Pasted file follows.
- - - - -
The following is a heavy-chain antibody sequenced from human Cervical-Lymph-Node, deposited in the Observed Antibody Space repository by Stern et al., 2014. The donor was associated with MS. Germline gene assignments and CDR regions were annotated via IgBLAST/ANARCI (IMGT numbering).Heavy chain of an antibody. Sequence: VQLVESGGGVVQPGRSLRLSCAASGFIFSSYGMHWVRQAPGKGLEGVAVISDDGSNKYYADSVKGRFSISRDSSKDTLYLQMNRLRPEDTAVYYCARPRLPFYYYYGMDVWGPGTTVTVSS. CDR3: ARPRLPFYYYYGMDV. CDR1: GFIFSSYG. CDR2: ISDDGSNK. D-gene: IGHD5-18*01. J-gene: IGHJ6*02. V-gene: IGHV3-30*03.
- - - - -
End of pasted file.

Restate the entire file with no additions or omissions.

The following is a heavy-chain antibody sequenced from human Cervical-Lymph-Node, deposited in the Observed Antibody Space repository by Stern et al., 2014. The donor was associated with MS. Germline gene assignments and CDR regions were annotated via IgBLAST/ANARCI (IMGT numbering).Heavy chain of an antibody. Sequence: VQLVESGGGVVQPGRSLRLSCAASGFIFSSYGMHWVRQAPGKGLEGVAVISDDGSNKYYADSVKGRFSISRDSSKDTLYLQMNRLRPEDTAVYYCARPRLPFYYYYGMDVWGPGTTVTVSS. CDR3: ARPRLPFYYYYGMDV. CDR1: GFIFSSYG. CDR2: ISDDGSNK. D-gene: IGHD5-18*01. J-gene: IGHJ6*02. V-gene: IGHV3-30*03.